# 5: Integral Boundary Layer Relationships

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Historically, the development of the integral form of the boundary layer equations, as is presented here, has provided a powerful tool to evaluate surface viscous forces for more complicated flows with pressure gradients. In the Blasius solution presented in the last chapter, the velocity profile is determined directly from a modified form of the Navier-Stokes equation. From this solution, the local velocity derivative at the surface, and therefore the surface shear stress, can be found as a function of position along the surface. Using the definition of the surface stress the total force along the surface can then be found. The integral method in many ways takes the opposite approach. The basic governing equations are integrated across the flow using the wall shear stress as an unknown boundary condition, eventually to be solved for. The local pressure gradient, which may vary in the freestream velocity direction, is taken to be a parameter known at each position along the flow. This can be done since the assumption is that the pressure gradient in the freestream is identical to the pressure gradient in the boundary layer. This is part of the boundary layer assumptions and is valid for both laminar and turbulent flows. In arriving at the integral form of the boundary layer equations there are several scaling parameters introduced along the way that are often used to characterize the boundary layer flow and help interpret the flow conditions. These parameters can be used to help scale the flows and predict surface force distributions.

## Scaling Parameters

### Boundary layer thickness

The boundary layer thickness, as we have seen, is given by \({\delta}\), and it represents the thickness of the boundary layer measured from the surface to the location where the velocity reaches the freestream value, \({U}\). However, since the velocity within the boundary layer asymptotically approaches \({U}\) it is often difficult to obtain an accurate measure of \({\delta}\). To circumvent this problem the boundary layer thickness can be taken to be when the velocity reaches, say, 1% of \({U}\). As discussed in the last chapter, in a favorable pressure gradient where the pressure decreases along the flow direction,the boundary layer will be thinner when compared with a zero pressure gradient. The additional pressure force in the flow direction increases the local velocity at any given position and the boundary layer reaches the freestream value at a lower value of the cross stream coordinate. This then reduces the boundary layer thickness. The opposite is true for an adverse pressure gradient. Consequently, the boundary layer thickness is directly influenced by the pressure gradient and as such there is a similar impact on the surface stress. A thinner boundary layer caused by a favorable pressure gradient, with the same freestream velocity, will have a larger surface velocity gradient and a higher local surface shear stress.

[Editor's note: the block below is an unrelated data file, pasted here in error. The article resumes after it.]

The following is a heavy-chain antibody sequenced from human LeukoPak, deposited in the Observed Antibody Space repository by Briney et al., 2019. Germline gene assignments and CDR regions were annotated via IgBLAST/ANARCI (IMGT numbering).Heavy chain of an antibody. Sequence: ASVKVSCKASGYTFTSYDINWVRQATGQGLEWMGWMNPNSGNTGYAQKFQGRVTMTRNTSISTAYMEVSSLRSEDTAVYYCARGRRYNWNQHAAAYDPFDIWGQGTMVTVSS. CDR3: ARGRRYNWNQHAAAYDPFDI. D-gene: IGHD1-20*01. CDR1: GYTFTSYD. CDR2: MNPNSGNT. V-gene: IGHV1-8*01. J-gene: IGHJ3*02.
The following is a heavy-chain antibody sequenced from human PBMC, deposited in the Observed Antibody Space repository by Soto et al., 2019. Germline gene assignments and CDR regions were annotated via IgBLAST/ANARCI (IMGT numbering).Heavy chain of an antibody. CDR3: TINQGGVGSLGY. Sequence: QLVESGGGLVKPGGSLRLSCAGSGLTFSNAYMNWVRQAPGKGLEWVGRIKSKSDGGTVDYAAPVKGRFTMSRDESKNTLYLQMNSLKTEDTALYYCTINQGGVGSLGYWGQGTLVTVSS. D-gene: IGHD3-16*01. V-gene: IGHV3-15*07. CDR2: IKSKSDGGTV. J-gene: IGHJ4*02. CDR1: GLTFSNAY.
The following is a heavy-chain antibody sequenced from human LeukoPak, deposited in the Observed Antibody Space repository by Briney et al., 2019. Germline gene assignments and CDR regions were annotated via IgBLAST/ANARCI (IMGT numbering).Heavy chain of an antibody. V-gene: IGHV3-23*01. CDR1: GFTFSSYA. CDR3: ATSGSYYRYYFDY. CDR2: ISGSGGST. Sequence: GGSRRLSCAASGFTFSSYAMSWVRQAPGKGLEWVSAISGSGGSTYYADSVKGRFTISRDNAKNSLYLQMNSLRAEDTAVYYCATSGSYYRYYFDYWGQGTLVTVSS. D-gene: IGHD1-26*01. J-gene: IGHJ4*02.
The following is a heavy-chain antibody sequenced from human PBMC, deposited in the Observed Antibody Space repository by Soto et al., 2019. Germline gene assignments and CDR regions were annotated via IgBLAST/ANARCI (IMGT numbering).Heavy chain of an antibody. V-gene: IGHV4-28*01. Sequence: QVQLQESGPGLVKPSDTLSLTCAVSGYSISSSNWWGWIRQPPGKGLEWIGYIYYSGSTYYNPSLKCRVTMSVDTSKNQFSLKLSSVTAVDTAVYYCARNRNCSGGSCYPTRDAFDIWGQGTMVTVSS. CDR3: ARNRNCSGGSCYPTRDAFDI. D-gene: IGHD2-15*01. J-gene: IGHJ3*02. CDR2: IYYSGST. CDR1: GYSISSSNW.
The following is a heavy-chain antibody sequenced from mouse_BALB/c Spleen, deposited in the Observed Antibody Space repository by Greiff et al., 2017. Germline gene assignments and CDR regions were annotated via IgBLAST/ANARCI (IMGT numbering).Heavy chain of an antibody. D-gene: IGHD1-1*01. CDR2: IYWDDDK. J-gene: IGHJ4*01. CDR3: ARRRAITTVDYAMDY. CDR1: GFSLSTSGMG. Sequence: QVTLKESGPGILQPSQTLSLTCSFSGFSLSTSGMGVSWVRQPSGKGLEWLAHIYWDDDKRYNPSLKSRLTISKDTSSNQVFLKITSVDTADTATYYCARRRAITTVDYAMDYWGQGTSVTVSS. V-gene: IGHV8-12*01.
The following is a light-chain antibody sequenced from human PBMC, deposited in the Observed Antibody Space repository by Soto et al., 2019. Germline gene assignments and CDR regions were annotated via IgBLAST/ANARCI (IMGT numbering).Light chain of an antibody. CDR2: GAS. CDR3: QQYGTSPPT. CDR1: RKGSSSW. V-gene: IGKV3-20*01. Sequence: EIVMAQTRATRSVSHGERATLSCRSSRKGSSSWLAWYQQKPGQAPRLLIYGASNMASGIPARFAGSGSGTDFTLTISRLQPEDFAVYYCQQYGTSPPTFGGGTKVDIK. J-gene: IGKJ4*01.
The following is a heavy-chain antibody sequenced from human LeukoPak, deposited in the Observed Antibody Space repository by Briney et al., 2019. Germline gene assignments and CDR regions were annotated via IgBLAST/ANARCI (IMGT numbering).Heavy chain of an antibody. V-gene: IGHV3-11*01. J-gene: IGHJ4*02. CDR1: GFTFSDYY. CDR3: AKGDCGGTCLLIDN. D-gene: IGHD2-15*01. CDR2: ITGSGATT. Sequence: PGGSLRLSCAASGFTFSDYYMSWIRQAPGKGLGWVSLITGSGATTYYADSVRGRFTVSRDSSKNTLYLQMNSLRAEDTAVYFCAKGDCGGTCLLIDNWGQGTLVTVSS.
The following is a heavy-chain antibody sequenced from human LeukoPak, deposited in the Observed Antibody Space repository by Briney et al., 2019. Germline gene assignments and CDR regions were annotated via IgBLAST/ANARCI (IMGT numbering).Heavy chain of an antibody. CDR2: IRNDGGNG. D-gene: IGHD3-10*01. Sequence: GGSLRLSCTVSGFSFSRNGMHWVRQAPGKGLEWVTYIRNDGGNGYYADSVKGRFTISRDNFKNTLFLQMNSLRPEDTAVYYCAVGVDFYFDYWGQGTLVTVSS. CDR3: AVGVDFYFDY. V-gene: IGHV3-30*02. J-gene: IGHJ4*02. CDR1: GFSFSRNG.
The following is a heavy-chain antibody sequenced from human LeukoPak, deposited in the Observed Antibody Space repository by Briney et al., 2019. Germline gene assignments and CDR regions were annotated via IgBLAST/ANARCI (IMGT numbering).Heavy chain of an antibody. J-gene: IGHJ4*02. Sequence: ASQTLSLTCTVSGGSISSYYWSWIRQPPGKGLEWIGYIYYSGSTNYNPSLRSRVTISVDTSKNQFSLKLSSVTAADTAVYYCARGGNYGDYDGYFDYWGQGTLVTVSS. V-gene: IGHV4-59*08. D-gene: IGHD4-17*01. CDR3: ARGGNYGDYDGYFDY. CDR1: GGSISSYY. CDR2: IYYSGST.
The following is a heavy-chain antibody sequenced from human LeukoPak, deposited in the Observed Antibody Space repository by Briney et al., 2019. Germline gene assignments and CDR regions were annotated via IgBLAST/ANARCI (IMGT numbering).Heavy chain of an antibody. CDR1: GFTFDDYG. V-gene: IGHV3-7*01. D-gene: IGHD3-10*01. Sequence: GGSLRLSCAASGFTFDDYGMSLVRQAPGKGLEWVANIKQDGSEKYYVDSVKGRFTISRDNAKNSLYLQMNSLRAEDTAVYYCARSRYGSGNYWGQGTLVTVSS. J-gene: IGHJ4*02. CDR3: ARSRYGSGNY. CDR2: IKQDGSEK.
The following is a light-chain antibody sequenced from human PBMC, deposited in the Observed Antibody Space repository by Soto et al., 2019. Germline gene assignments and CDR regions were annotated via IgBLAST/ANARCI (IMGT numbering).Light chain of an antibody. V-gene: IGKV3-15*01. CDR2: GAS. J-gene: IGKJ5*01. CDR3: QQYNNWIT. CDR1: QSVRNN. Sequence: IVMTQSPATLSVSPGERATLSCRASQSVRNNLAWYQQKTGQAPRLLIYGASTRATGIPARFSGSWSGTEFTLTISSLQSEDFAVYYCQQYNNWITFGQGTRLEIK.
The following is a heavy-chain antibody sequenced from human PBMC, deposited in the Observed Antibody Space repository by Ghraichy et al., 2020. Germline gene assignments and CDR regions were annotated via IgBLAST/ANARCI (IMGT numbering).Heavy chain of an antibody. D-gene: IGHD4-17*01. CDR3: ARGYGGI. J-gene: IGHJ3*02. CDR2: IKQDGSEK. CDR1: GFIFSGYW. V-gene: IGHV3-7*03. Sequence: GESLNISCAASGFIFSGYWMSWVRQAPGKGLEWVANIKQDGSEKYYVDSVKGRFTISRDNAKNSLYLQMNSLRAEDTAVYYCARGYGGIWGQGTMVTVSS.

In general we note that the boundary layer thickness is a function of the downstream coordinate, \(x_{1}\), and \({\delta}\) increases in the \(x{}_{1}\) direction. An alternative way of expressing this is through the Reynolds number, since the Reynolds number depends on \(x_{1} \left ( Re_{x_1}=\frac{\rho Ux_1}{v } \right )\):

\[\delta =f(Re_{x1})\]